52 Antitrust Bull. 53 (2007)
Aftermarket Monopolization: The Emerging Consensus in Economics

handle is hein.journals/antibull52 and id is 59 raw text is: THE ANTITRUST BULLETIN: Vol. 52, No. 1/Spring 2007 : 53

Aftermarket monopolization:
the emerging consensus in economics
By LORENZO CoPPI*
The accepted economic definition of aftermarket is provided by
Shapiro and Teece and entails two characteristics: (1) the aftermarket
product or service is used together with a primary product, and (2)
the aftermarket product or service is purchased after the primary
product.1
There is a significant body of literature discussing the economics
of aftermarket competition. Especially after Kodak2 the economic liter-
ature has debated at length whether anticompetitive effects are likely
to arise from the supplier of a primary good monopolizing the after-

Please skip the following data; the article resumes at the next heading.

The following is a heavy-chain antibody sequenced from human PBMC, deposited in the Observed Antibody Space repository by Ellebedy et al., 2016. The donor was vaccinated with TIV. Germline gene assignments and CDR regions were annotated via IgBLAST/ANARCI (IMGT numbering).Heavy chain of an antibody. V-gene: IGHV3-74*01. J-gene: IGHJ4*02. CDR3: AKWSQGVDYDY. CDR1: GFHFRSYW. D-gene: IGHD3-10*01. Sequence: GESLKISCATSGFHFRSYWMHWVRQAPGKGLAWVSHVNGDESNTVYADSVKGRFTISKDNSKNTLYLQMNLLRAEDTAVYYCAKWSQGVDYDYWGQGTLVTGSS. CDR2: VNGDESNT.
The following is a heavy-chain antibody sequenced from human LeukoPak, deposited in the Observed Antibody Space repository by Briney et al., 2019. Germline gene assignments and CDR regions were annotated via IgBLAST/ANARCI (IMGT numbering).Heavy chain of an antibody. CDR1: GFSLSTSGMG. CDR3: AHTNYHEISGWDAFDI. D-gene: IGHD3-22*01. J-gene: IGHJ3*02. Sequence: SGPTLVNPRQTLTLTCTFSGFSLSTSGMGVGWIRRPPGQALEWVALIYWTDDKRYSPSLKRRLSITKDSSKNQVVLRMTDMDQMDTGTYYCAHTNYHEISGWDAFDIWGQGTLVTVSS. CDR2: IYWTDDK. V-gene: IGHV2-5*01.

market for its product. The concern is that, having obtained or
defended a monopoly in the aftermarket for its product, a supplier of
a primary good would be able to charge a supracompetitive aftermar-
* Vice President, CRA International, Washington, DC.
Carl Shapiro & David J. Teece, Systems Competition and Aftermarkets: an
Economic Analysis of Kodak, 39 ANTITRUST BULL. 135 (1994).
2  Eastman Kodak Co. v. Image Technical Servs., Inc., 504 U.S. 451 (1992).
For economic commentaries of the case, see Carl Shapiro, Aftermarkets and
Customer Welfare: Making Sense of Kodak, 63 ANTITRUST L.J. 483 (1995); Steven
C. Salop, The First Principles Approach to Antitrust at the Millennium, 68
ANTITRUST L.J. 187 (2000); and Dennis W. Carlton, A General Analysis of Exclu-
sionan Conduct and Refusal to Deal-Why Aspen and Kodak are Misguided, 68
ANTITRUST L.J. 659 (2001).
 2007 by Federal Legal Publications, Inc.

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